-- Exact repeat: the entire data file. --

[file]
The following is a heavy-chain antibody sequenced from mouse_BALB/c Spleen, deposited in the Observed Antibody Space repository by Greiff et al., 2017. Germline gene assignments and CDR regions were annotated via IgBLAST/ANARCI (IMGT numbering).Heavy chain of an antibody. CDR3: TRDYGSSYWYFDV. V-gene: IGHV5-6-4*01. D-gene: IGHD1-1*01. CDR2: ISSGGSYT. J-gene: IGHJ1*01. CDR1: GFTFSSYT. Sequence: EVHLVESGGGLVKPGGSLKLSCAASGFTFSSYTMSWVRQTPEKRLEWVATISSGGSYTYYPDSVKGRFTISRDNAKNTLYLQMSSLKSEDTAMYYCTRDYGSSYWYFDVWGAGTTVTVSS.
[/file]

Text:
The following is a heavy-chain antibody sequenced from mouse_BALB/c Spleen, deposited in the Observed Antibody Space repository by Greiff et al., 2017. Germline gene assignments and CDR regions were annotated via IgBLAST/ANARCI (IMGT numbering).Heavy chain of an antibody. CDR3: TRDYGSSYWYFDV. V-gene: IGHV5-6-4*01. D-gene: IGHD1-1*01. CDR2: ISSGGSYT. J-gene: IGHJ1*01. CDR1: GFTFSSYT. Sequence: EVHLVESGGGLVKPGGSLKLSCAASGFTFSSYTMSWVRQTPEKRLEWVATISSGGSYTYYPDSVKGRFTISRDNAKNTLYLQMSSLKSEDTAMYYCTRDYGSSYWYFDVWGAGTTVTVSS.